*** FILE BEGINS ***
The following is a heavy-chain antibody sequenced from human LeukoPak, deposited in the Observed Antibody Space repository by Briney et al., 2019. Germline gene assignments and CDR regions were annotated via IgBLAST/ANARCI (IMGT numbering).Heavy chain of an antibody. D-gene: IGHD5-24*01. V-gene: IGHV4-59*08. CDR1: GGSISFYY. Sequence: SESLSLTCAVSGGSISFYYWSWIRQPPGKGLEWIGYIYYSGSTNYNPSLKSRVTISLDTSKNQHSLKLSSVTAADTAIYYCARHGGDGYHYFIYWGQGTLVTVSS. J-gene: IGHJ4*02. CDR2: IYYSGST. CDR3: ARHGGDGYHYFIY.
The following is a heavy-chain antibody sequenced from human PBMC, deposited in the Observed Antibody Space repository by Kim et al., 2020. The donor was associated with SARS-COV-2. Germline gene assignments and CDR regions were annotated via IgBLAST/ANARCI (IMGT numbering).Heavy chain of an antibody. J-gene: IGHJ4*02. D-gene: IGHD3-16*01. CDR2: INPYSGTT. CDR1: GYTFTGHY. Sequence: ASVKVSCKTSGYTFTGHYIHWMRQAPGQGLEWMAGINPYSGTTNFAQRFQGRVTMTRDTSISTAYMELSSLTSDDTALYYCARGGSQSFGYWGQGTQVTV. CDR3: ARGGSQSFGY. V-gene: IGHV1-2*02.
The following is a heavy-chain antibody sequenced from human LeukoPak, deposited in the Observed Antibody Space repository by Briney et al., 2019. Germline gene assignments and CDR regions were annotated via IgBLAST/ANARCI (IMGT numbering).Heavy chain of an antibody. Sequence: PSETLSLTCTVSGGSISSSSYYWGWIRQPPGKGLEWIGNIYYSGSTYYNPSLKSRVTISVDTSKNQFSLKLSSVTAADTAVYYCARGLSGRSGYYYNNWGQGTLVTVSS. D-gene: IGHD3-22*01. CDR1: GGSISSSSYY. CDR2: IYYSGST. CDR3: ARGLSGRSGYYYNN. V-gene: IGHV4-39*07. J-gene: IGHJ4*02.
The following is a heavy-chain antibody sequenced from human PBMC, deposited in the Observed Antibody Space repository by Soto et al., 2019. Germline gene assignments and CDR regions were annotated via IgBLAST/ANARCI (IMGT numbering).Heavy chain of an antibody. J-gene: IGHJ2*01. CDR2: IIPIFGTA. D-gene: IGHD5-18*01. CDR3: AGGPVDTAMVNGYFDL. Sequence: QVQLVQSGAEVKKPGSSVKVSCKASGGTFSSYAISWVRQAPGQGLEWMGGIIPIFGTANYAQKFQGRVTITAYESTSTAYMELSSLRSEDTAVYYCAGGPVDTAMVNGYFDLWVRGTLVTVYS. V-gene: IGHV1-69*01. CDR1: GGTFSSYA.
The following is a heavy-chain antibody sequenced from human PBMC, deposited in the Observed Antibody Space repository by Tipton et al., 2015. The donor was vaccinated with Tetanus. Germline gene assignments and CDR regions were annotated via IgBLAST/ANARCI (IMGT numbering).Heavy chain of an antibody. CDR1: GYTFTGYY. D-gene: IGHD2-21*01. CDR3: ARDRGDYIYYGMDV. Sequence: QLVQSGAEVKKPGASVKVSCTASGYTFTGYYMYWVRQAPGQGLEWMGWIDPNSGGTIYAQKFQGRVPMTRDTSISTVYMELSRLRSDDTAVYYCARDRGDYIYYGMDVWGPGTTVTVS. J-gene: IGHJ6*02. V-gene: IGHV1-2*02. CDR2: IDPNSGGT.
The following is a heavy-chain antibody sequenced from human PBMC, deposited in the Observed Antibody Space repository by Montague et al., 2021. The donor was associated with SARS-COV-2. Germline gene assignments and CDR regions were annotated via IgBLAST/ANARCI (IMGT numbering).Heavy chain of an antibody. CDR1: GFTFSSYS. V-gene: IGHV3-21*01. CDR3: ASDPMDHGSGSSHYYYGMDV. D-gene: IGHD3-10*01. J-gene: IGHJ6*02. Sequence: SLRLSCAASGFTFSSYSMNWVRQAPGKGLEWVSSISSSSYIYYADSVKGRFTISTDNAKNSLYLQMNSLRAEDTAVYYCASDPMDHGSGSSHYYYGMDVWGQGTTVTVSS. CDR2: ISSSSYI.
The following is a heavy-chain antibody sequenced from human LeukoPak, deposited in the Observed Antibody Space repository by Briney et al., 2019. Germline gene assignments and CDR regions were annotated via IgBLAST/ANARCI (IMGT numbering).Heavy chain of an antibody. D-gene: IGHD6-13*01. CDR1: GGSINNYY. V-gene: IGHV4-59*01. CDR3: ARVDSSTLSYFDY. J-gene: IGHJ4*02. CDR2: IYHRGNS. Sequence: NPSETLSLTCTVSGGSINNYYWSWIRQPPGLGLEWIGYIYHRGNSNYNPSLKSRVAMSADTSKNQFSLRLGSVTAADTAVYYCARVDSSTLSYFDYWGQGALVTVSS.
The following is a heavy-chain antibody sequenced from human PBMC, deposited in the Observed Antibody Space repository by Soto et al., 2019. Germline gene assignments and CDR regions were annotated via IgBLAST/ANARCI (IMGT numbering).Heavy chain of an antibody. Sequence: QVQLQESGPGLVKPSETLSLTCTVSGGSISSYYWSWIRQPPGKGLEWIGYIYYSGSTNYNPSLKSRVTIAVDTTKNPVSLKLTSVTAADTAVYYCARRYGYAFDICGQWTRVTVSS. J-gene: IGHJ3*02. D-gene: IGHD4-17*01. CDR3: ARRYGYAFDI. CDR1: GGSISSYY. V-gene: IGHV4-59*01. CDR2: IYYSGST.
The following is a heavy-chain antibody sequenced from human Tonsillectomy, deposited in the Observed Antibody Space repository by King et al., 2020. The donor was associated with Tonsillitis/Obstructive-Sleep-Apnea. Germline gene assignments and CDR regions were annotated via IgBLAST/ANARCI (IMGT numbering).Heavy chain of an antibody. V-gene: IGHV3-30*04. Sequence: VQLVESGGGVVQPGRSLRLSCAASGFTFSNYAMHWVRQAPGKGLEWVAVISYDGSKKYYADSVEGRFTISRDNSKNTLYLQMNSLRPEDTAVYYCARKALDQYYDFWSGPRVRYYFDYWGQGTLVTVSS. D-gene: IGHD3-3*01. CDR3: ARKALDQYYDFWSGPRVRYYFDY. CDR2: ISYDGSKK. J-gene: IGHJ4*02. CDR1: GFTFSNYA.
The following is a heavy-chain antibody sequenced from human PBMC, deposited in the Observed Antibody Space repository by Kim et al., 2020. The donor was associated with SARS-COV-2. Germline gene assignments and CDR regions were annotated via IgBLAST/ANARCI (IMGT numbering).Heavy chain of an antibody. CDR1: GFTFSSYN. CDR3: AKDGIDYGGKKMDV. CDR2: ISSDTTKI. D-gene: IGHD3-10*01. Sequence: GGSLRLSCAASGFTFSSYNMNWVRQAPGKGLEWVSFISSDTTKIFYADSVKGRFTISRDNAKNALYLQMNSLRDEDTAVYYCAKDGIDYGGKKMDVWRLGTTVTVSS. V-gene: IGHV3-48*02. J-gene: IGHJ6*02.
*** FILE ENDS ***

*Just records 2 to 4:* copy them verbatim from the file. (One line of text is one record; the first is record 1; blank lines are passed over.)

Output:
The following is a heavy-chain antibody sequenced from human PBMC, deposited in the Observed Antibody Space repository by Kim et al., 2020. The donor was associated with SARS-COV-2. Germline gene assignments and CDR regions were annotated via IgBLAST/ANARCI (IMGT numbering).Heavy chain of an antibody. J-gene: IGHJ4*02. D-gene: IGHD3-16*01. CDR2: INPYSGTT. CDR1: GYTFTGHY. Sequence: ASVKVSCKTSGYTFTGHYIHWMRQAPGQGLEWMAGINPYSGTTNFAQRFQGRVTMTRDTSISTAYMELSSLTSDDTALYYCARGGSQSFGYWGQGTQVTV. CDR3: ARGGSQSFGY. V-gene: IGHV1-2*02.
The following is a heavy-chain antibody sequenced from human LeukoPak, deposited in the Observed Antibody Space repository by Briney et al., 2019. Germline gene assignments and CDR regions were annotated via IgBLAST/ANARCI (IMGT numbering).Heavy chain of an antibody. Sequence: PSETLSLTCTVSGGSISSSSYYWGWIRQPPGKGLEWIGNIYYSGSTYYNPSLKSRVTISVDTSKNQFSLKLSSVTAADTAVYYCARGLSGRSGYYYNNWGQGTLVTVSS. D-gene: IGHD3-22*01. CDR1: GGSISSSSYY. CDR2: IYYSGST. CDR3: ARGLSGRSGYYYNN. V-gene: IGHV4-39*07. J-gene: IGHJ4*02.
The following is a heavy-chain antibody sequenced from human PBMC, deposited in the Observed Antibody Space repository by Soto et al., 2019. Germline gene assignments and CDR regions were annotated via IgBLAST/ANARCI (IMGT numbering).Heavy chain of an antibody. J-gene: IGHJ2*01. CDR2: IIPIFGTA. D-gene: IGHD5-18*01. CDR3: AGGPVDTAMVNGYFDL. Sequence: QVQLVQSGAEVKKPGSSVKVSCKASGGTFSSYAISWVRQAPGQGLEWMGGIIPIFGTANYAQKFQGRVTITAYESTSTAYMELSSLRSEDTAVYYCAGGPVDTAMVNGYFDLWVRGTLVTVYS. V-gene: IGHV1-69*01. CDR1: GGTFSSYA.